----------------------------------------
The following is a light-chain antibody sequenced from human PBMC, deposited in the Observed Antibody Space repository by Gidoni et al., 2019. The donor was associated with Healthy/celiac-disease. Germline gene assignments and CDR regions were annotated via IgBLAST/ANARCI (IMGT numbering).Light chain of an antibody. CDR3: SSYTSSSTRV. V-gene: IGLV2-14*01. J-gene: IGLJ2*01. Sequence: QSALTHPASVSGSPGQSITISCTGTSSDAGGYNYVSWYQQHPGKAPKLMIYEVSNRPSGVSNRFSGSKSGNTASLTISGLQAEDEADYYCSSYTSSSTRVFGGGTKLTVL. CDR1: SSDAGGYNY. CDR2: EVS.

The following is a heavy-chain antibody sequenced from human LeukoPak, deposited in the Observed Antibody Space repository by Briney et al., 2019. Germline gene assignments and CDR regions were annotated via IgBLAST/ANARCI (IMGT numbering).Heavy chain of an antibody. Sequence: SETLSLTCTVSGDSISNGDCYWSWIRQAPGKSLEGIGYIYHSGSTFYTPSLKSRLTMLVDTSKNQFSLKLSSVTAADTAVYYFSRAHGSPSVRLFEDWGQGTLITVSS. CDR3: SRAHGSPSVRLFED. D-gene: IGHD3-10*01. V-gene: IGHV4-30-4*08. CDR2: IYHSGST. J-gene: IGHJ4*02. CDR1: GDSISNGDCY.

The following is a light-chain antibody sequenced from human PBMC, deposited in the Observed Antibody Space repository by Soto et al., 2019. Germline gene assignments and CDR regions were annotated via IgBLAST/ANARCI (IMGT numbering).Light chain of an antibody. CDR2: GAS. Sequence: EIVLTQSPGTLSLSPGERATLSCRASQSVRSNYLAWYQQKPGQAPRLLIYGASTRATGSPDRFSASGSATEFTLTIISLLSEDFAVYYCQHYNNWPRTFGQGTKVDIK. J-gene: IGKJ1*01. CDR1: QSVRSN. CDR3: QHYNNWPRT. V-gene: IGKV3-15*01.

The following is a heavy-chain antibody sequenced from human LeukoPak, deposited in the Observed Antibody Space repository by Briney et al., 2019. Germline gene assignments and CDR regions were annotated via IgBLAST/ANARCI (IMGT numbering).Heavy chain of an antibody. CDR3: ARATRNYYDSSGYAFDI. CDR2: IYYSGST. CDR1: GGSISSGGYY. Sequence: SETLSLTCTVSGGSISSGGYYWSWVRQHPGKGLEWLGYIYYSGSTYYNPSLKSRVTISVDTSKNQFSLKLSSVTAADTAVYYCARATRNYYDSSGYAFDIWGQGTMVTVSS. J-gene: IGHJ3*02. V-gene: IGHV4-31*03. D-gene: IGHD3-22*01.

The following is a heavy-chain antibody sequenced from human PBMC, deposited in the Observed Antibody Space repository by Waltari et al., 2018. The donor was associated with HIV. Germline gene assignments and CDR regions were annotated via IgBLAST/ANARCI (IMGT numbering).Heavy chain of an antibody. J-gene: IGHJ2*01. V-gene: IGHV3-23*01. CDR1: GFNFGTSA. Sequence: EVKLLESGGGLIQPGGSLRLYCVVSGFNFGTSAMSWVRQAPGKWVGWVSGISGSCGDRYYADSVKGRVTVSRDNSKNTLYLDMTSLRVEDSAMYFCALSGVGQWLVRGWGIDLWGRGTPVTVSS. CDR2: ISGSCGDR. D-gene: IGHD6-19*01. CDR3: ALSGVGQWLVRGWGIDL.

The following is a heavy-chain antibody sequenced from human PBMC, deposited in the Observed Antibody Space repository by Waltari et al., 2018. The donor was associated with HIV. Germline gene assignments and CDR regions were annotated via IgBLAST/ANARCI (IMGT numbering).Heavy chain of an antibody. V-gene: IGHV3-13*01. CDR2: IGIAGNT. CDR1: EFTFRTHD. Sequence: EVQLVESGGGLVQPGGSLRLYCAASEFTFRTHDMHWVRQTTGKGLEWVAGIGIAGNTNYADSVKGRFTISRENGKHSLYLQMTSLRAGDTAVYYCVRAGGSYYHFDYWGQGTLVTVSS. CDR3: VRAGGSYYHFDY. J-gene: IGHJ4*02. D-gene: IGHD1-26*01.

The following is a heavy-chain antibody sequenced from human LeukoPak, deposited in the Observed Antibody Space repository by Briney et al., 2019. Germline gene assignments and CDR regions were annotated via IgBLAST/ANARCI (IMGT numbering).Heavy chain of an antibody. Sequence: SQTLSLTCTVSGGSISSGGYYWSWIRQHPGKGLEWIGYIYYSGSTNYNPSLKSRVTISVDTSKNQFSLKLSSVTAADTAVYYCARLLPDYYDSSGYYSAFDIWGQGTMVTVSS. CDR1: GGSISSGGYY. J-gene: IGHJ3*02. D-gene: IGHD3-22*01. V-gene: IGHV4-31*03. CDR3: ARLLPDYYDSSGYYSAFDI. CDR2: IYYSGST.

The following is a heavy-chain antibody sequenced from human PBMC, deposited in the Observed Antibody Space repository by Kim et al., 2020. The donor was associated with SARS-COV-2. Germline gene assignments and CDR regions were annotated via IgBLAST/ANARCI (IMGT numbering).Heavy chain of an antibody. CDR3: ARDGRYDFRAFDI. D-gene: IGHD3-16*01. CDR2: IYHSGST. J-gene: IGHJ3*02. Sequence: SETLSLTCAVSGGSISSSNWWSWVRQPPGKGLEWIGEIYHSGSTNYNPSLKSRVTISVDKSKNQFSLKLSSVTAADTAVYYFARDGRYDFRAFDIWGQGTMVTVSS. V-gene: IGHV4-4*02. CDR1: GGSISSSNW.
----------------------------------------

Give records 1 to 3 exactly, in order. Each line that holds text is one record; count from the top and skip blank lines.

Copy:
The following is a light-chain antibody sequenced from human PBMC, deposited in the Observed Antibody Space repository by Gidoni et al., 2019. The donor was associated with Healthy/celiac-disease. Germline gene assignments and CDR regions were annotated via IgBLAST/ANARCI (IMGT numbering).Light chain of an antibody. CDR3: SSYTSSSTRV. V-gene: IGLV2-14*01. J-gene: IGLJ2*01. Sequence: QSALTHPASVSGSPGQSITISCTGTSSDAGGYNYVSWYQQHPGKAPKLMIYEVSNRPSGVSNRFSGSKSGNTASLTISGLQAEDEADYYCSSYTSSSTRVFGGGTKLTVL. CDR1: SSDAGGYNY. CDR2: EVS.

The following is a heavy-chain antibody sequenced from human LeukoPak, deposited in the Observed Antibody Space repository by Briney et al., 2019. Germline gene assignments and CDR regions were annotated via IgBLAST/ANARCI (IMGT numbering).Heavy chain of an antibody. Sequence: SETLSLTCTVSGDSISNGDCYWSWIRQAPGKSLEGIGYIYHSGSTFYTPSLKSRLTMLVDTSKNQFSLKLSSVTAADTAVYYFSRAHGSPSVRLFEDWGQGTLITVSS. CDR3: SRAHGSPSVRLFED. D-gene: IGHD3-10*01. V-gene: IGHV4-30-4*08. CDR2: IYHSGST. J-gene: IGHJ4*02. CDR1: GDSISNGDCY.

The following is a light-chain antibody sequenced from human PBMC, deposited in the Observed Antibody Space repository by Soto et al., 2019. Germline gene assignments and CDR regions were annotated via IgBLAST/ANARCI (IMGT numbering).Light chain of an antibody. CDR2: GAS. Sequence: EIVLTQSPGTLSLSPGERATLSCRASQSVRSNYLAWYQQKPGQAPRLLIYGASTRATGSPDRFSASGSATEFTLTIISLLSEDFAVYYCQHYNNWPRTFGQGTKVDIK. J-gene: IGKJ1*01. CDR1: QSVRSN. CDR3: QHYNNWPRT. V-gene: IGKV3-15*01.